Worshiping The Image Of Jesus
By James Donahue
After Mel Gibson’s film The Passion of the Christ
came out, actor James Caviezel, who played the role of Jesus, discovered the odd sensation of having strangers behave strangely
around him, some of them going so far as to bow down at his feet.
There were various reports about how people were behaving
in Caviezel’s presence when he appeared in public. But what happened in Mexico is almost scary.
When in Veracruz for a week the actor was swamped with
requests for miracles by the illiterate natives who believed he was really Jesus Christ in the flesh.
An Associated Press report quoted the Mexican newspaper
Reforma as stating that dozens of people from the poor Catholic area came to Caviezel, asking him to heal the sick
and perform a variety of other miracles as he passed through.
This event is just one more demonstration of the numbing
grip the Christian Church has had on the masses for thousands of years. As the collective unconscious message of the “end
of times” seeps into their itty-bitty undeveloped brain cells, they are in panic because the “savior” the
church promised them at the end of days has failed to appear.
If there is anything the people understand . . . even
uneducated and illiterate people living in squalor . . . is that we may well be living in the end of days. The world is in
a state of change that is bringing chaos, disorder and uncertainty. People caught up in religious cults are living in fear
because the “savior” Jesus does not appear to be keeping his promise to return to save them before the hammer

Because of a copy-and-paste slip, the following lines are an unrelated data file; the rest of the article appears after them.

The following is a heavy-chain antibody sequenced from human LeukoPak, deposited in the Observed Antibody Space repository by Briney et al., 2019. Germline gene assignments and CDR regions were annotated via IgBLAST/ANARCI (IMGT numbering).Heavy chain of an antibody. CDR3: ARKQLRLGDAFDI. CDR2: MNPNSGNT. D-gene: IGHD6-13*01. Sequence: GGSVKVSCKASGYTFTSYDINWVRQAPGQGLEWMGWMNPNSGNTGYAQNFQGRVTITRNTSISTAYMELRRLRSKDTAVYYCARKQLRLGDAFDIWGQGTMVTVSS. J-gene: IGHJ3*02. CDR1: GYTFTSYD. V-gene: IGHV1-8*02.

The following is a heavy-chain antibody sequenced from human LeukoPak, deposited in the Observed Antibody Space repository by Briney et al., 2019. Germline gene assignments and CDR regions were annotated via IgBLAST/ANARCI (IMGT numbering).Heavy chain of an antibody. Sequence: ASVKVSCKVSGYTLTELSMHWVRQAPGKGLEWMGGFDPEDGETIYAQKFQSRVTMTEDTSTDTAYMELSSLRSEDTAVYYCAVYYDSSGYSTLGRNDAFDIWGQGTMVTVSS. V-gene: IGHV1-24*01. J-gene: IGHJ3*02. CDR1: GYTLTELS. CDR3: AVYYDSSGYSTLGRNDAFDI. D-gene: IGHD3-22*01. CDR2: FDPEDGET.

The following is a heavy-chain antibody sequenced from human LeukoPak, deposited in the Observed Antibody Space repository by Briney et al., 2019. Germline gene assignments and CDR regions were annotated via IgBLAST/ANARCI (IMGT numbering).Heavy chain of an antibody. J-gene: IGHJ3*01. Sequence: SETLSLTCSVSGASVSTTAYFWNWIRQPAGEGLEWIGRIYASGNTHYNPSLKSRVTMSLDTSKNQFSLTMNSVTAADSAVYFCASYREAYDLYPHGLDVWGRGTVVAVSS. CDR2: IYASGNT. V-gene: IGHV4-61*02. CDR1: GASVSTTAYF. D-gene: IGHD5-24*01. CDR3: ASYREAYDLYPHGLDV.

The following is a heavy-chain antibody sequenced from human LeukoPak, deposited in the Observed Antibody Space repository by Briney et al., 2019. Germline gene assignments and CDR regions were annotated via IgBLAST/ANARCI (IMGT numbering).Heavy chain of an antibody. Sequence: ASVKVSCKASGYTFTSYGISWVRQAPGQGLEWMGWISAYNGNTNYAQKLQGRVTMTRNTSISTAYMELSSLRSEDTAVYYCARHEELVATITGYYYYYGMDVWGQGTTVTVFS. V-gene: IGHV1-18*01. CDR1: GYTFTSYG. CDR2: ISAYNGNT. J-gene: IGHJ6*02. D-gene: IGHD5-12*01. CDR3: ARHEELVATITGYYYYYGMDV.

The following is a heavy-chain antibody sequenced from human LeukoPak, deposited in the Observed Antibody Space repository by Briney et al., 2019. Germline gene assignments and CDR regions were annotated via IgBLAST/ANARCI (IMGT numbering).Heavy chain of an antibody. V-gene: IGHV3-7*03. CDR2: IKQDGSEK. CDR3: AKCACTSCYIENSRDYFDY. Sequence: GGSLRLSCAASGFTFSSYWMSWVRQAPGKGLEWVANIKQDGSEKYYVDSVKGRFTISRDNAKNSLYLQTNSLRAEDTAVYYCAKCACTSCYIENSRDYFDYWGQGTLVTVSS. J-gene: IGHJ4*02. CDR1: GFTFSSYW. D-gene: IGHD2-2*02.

For them, a movie actor who pretended to be Jesus on
cellulose is good enough.
Notice the way people have flocked to visit “weeping”
statues, vague images of either Jesus or the Virgin Mary in paint smears and twisted tree trunks, and even in shadows across
When Gibson’s movie hit the theaters, it literally
became the object of worship, even though it portrayed the goriest horror scenes of the Bible story of the capture, trial,
torture and murder of the fictitious character Jesus.
It struck us that the film exposed the powerful and overwhelming
sickness that has prevailed where ever Christianity has flourished. The showing of the film in some communities caused entire
churches to vacate their pews and flock to theaters to see that film. Parents brought their small children to witness the
gore and swooned at the filmed portrayal of the murder of their god-man.
It struck us that the masses are so mentally programmed,
it might have been possible for Caviezel to declare himself Jesus and have a massive following if he had chosen. It would
be interesting to see how far a phenomenon like that would go, although we are thankful the actor appears to not be interested
in such a scam.
The church has always been a vehicle for controlling
the minds of the masses. It has worked so well for so long, that now the world is going into self-destruct. And billions of
followers, all of them acting like brain-dead zombies, are marching like lemmings to a form of self-destruction. They are
doing nothing to save the planet that provides for them, or themselves.
If not so tragic, it would be almost laughable to watch
the Christians search wildly for a sign of the return of their god-man. The Bible quotes Jesus as promising to return and
“rapture” all of the saints home in the clouds in the last days before the last great world war is staged. And
therein lies the danger. Many Christians elected to high political office have had a tendency in recent years to attempt to
trigger such a war in the hope it would force Jesus to keep his promise.
When Jesus died some 2,000 years ago, he died like every
other mortal man. His bones still lie somewhere in the arid soil where they were buried. Even his message has been nearly
destroyed. Jesus never came to start a great world religion. And if he were alive today, the church that bears his name would
probably brand him a heretic because he would object the message it offers.